Flailing and Failing

October 2nd, 2013 at 11:04 pm

Isn’t there some scientific principle where the stability of one object leads to greater instability in another object?

The more President Obama and Harry Reid assert their simple strategy–we won’t negotiate under these conditions; pass a clean budget patch and debt ceiling bill and then we’ll talk–the wilder the House R’s are getting.

I just read this Politico piece suggesting that now a bunch of the Republican leaders want to revert to a “grand bargain”–a big budget deal wherein R’s get entitlement cuts and D’s and the WH get new tax revenues.

Say what?

They (the R’s) couldn’t close a grand bargain for years, but now they can somehow pull it off in a few days?  With revenues?  Having nothing to do with Obamacare?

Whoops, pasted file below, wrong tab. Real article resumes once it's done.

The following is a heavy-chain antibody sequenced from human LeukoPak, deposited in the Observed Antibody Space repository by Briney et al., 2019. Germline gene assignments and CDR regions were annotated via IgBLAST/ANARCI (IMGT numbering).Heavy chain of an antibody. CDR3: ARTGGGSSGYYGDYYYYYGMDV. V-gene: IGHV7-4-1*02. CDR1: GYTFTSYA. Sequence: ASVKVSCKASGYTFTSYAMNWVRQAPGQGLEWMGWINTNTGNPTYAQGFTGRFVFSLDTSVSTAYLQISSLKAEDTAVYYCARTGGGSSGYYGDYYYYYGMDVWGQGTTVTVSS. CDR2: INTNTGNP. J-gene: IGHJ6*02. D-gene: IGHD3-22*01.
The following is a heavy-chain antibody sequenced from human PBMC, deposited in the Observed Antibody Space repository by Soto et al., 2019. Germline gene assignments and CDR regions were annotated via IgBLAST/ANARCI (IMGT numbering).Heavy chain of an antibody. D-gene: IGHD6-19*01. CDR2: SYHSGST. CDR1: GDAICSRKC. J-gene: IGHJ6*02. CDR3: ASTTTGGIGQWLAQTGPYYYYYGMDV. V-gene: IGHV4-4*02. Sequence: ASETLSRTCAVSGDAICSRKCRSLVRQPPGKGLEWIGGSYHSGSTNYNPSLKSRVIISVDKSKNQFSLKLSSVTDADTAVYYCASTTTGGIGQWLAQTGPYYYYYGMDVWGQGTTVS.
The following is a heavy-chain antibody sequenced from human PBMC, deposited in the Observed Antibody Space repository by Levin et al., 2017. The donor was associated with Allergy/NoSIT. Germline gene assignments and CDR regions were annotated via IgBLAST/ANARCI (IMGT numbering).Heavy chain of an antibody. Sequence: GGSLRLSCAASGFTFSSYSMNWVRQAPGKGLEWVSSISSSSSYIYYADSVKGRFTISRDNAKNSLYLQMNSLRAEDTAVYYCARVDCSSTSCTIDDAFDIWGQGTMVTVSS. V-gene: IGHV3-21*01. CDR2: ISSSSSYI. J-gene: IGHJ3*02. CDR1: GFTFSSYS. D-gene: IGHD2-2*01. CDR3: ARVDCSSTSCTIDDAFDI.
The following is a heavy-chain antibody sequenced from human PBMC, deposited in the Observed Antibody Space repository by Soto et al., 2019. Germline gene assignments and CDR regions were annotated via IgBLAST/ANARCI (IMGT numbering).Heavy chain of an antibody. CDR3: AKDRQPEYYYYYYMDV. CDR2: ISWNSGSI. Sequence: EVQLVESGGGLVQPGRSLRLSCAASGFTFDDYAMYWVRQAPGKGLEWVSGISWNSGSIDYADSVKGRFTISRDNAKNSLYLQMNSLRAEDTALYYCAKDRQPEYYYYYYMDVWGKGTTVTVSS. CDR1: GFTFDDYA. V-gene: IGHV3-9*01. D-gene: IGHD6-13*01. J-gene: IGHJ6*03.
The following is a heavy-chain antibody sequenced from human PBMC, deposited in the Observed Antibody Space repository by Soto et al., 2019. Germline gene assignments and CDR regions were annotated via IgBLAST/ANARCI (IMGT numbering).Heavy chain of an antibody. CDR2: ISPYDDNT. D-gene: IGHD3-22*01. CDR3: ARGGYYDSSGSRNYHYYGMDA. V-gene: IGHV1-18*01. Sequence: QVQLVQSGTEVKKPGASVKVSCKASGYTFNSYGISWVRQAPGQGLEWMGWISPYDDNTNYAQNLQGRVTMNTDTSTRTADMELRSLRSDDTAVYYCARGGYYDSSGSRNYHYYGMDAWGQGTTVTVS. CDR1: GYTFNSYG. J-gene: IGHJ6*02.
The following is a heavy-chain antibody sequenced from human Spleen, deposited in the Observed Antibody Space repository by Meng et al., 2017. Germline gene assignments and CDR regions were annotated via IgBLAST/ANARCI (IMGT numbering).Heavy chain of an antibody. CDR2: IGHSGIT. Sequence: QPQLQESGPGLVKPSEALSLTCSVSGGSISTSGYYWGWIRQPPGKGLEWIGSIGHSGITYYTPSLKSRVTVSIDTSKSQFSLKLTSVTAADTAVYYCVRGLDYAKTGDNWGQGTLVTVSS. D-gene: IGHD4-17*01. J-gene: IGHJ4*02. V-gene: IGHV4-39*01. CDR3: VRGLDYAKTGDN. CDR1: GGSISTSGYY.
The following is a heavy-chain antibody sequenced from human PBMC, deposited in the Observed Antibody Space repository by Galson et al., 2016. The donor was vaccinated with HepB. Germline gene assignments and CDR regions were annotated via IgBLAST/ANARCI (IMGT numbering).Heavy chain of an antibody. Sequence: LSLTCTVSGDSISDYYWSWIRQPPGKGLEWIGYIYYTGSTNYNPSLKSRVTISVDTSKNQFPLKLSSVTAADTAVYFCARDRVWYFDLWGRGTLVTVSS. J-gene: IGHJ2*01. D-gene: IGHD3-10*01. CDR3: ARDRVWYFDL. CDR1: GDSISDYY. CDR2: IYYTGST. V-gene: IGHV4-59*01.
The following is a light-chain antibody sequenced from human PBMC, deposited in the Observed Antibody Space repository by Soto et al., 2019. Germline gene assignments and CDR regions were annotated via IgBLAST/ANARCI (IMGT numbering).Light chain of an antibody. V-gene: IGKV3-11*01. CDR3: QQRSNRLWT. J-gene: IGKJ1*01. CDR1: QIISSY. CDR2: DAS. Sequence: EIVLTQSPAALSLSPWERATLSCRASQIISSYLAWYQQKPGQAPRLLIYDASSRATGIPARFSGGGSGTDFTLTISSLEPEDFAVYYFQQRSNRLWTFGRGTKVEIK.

And what are they saying here–that they’d accept clean budget patch and debt ceiling bills on the condition that there’s then a grand bargain?  Maybe they’d like a supercommittee??

Or are they saying that only after a grand bargain will they accept clean bills?  Because if that’s where they are, it’s deeply inconsistent with WH/Reid position.

See for yourself, but that Politico piece read like Mandarin Chinese to me.  The ad hockery among the R’s right now is, if not remarkable, then alarming.  They’re flailing about.

Tea Partier Rep. Marlin Stutzman (R-IN) sums their position up nicely, I think: “We’re not going to be disrespected, We have to get something out of this. And I don’t know what that even is.”

Word to that.

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8 comments in reply to "Flailing and Failing"

  1. Stephen says:

    Actually, a grand bargain could be feasible if the republicans are willing to give (a lot) on revenues. They need a face saving out, which means they have to get something, but they have to give something up too; the WH can’t count a clean CR or a debt ceiling bill as concessions